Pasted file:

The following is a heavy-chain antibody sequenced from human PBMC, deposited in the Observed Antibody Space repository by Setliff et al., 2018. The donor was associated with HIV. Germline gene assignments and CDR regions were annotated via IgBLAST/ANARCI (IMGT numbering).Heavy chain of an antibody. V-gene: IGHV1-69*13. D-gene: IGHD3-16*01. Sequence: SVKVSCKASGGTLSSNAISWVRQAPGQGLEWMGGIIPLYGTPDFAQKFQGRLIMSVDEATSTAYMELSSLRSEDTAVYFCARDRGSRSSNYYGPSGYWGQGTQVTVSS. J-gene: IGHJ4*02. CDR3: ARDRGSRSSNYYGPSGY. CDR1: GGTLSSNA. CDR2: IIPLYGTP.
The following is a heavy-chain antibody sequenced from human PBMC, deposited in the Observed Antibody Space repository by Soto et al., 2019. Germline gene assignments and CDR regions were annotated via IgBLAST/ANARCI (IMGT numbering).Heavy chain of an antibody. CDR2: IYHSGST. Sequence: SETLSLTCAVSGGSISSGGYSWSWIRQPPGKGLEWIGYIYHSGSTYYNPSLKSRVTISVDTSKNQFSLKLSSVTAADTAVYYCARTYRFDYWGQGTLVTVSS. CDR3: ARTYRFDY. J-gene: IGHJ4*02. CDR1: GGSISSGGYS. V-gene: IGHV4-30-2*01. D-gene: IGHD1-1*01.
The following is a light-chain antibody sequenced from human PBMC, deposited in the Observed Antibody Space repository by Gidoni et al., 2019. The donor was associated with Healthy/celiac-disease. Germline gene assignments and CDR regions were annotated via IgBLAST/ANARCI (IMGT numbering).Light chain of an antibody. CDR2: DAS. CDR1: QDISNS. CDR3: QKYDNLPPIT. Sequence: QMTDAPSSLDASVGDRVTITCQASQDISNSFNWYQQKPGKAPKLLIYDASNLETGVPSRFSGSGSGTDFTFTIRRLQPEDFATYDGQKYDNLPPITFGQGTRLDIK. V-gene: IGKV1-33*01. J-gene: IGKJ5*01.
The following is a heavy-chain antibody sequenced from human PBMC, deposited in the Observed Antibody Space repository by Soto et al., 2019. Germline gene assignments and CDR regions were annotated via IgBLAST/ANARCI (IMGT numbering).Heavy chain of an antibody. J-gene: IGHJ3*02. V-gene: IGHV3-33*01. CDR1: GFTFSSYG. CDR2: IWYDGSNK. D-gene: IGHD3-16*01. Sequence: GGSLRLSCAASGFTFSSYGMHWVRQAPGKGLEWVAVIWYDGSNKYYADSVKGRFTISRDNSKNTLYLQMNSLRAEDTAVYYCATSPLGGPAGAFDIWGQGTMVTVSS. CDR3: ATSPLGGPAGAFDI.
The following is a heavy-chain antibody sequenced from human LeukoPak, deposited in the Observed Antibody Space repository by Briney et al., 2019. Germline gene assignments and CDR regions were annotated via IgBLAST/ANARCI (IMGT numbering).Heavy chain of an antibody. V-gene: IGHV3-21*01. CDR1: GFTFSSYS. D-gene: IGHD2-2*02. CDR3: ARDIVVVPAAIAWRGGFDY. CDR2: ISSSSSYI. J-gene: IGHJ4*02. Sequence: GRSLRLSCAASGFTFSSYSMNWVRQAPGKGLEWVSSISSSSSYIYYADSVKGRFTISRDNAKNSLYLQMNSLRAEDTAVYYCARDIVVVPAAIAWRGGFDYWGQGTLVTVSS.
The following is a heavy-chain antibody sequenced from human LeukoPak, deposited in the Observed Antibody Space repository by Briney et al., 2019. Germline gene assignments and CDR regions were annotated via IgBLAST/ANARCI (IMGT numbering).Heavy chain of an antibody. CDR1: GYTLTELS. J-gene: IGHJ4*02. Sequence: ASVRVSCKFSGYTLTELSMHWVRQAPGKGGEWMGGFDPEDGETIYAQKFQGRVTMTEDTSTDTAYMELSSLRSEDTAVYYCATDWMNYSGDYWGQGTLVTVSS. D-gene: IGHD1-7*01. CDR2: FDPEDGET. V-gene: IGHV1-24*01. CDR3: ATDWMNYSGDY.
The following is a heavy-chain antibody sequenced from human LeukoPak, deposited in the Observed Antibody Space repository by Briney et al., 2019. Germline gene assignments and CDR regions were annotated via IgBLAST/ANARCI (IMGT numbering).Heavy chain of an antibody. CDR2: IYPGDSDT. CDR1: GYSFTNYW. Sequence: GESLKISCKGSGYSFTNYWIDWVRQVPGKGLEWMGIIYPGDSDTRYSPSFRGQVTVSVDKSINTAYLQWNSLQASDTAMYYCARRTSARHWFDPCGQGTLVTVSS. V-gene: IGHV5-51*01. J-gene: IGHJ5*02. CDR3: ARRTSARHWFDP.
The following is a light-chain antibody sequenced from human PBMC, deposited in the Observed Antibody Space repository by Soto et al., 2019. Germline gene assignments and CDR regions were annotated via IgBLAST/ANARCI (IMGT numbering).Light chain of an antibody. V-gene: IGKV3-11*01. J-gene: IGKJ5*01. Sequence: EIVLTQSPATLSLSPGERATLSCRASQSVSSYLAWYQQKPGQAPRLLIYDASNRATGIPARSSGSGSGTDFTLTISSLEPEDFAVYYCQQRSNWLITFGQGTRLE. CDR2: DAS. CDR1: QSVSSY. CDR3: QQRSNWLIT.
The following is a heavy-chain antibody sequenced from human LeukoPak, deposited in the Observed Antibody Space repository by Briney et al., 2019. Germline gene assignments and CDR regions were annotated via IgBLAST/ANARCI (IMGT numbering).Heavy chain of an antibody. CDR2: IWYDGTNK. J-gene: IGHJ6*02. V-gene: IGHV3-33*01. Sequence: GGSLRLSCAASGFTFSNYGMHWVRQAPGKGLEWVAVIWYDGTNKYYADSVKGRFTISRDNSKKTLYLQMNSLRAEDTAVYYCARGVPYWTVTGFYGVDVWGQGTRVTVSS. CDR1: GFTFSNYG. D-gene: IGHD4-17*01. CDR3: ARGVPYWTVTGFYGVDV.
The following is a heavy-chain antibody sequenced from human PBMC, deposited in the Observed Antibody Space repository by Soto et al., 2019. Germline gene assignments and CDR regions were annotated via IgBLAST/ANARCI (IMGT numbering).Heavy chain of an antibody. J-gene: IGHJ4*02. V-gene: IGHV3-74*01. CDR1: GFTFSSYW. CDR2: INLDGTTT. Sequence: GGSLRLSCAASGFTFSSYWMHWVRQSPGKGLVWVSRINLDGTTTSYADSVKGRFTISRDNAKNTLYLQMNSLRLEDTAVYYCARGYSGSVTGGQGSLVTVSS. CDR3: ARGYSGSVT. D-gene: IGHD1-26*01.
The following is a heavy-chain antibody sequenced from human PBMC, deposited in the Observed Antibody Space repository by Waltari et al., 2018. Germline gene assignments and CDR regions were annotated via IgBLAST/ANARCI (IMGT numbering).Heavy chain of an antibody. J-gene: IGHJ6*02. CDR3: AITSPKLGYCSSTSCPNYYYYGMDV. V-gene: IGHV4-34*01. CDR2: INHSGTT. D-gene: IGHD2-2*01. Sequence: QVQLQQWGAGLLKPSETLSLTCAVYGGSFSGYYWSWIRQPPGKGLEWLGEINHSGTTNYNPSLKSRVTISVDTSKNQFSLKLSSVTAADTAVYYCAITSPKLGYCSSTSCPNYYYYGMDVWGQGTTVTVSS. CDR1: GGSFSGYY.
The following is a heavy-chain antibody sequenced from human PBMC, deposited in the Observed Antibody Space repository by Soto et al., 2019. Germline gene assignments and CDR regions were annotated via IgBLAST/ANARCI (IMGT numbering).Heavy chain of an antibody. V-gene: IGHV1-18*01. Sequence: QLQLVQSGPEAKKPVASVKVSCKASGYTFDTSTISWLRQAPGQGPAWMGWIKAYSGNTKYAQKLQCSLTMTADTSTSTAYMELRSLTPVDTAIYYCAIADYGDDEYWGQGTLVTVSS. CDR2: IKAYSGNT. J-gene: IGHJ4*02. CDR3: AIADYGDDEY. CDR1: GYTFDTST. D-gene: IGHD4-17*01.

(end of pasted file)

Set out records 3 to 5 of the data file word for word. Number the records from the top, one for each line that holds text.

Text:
The following is a light-chain antibody sequenced from human PBMC, deposited in the Observed Antibody Space repository by Gidoni et al., 2019. The donor was associated with Healthy/celiac-disease. Germline gene assignments and CDR regions were annotated via IgBLAST/ANARCI (IMGT numbering).Light chain of an antibody. CDR2: DAS. CDR1: QDISNS. CDR3: QKYDNLPPIT. Sequence: QMTDAPSSLDASVGDRVTITCQASQDISNSFNWYQQKPGKAPKLLIYDASNLETGVPSRFSGSGSGTDFTFTIRRLQPEDFATYDGQKYDNLPPITFGQGTRLDIK. V-gene: IGKV1-33*01. J-gene: IGKJ5*01.
The following is a heavy-chain antibody sequenced from human PBMC, deposited in the Observed Antibody Space repository by Soto et al., 2019. Germline gene assignments and CDR regions were annotated via IgBLAST/ANARCI (IMGT numbering).Heavy chain of an antibody. J-gene: IGHJ3*02. V-gene: IGHV3-33*01. CDR1: GFTFSSYG. CDR2: IWYDGSNK. D-gene: IGHD3-16*01. Sequence: GGSLRLSCAASGFTFSSYGMHWVRQAPGKGLEWVAVIWYDGSNKYYADSVKGRFTISRDNSKNTLYLQMNSLRAEDTAVYYCATSPLGGPAGAFDIWGQGTMVTVSS. CDR3: ATSPLGGPAGAFDI.
The following is a heavy-chain antibody sequenced from human LeukoPak, deposited in the Observed Antibody Space repository by Briney et al., 2019. Germline gene assignments and CDR regions were annotated via IgBLAST/ANARCI (IMGT numbering).Heavy chain of an antibody. V-gene: IGHV3-21*01. CDR1: GFTFSSYS. D-gene: IGHD2-2*02. CDR3: ARDIVVVPAAIAWRGGFDY. CDR2: ISSSSSYI. J-gene: IGHJ4*02. Sequence: GRSLRLSCAASGFTFSSYSMNWVRQAPGKGLEWVSSISSSSSYIYYADSVKGRFTISRDNAKNSLYLQMNSLRAEDTAVYYCARDIVVVPAAIAWRGGFDYWGQGTLVTVSS.